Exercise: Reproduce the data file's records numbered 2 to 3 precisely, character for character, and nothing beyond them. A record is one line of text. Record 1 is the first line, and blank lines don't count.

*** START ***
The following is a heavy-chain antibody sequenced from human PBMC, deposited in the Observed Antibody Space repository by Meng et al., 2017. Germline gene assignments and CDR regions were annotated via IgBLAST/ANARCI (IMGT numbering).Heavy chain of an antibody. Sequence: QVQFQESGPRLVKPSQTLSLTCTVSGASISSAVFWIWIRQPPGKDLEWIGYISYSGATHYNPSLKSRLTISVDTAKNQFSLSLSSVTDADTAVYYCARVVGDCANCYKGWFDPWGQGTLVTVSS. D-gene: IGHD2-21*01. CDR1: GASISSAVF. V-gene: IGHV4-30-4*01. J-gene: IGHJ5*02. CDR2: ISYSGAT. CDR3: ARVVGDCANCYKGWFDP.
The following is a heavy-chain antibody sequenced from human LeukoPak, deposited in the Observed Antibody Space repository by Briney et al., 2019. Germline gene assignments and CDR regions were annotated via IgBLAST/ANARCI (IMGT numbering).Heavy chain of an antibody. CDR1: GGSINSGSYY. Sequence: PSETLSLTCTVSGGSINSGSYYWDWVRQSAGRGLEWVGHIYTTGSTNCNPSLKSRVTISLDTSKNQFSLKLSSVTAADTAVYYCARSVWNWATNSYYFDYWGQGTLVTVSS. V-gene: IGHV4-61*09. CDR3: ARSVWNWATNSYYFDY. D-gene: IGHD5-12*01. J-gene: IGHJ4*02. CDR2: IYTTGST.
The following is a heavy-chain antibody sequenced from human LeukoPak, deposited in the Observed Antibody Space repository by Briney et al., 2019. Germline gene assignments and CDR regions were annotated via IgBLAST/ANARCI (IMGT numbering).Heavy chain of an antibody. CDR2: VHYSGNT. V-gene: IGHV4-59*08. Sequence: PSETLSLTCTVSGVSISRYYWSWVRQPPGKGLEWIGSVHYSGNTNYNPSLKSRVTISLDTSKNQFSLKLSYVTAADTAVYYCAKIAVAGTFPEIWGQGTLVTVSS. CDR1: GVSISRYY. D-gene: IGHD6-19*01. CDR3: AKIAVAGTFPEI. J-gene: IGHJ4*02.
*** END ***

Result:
The following is a heavy-chain antibody sequenced from human LeukoPak, deposited in the Observed Antibody Space repository by Briney et al., 2019. Germline gene assignments and CDR regions were annotated via IgBLAST/ANARCI (IMGT numbering).Heavy chain of an antibody. CDR1: GGSINSGSYY. Sequence: PSETLSLTCTVSGGSINSGSYYWDWVRQSAGRGLEWVGHIYTTGSTNCNPSLKSRVTISLDTSKNQFSLKLSSVTAADTAVYYCARSVWNWATNSYYFDYWGQGTLVTVSS. V-gene: IGHV4-61*09. CDR3: ARSVWNWATNSYYFDY. D-gene: IGHD5-12*01. J-gene: IGHJ4*02. CDR2: IYTTGST.
The following is a heavy-chain antibody sequenced from human LeukoPak, deposited in the Observed Antibody Space repository by Briney et al., 2019. Germline gene assignments and CDR regions were annotated via IgBLAST/ANARCI (IMGT numbering).Heavy chain of an antibody. CDR2: VHYSGNT. V-gene: IGHV4-59*08. Sequence: PSETLSLTCTVSGVSISRYYWSWVRQPPGKGLEWIGSVHYSGNTNYNPSLKSRVTISLDTSKNQFSLKLSYVTAADTAVYYCAKIAVAGTFPEIWGQGTLVTVSS. CDR1: GVSISRYY. D-gene: IGHD6-19*01. CDR3: AKIAVAGTFPEI. J-gene: IGHJ4*02.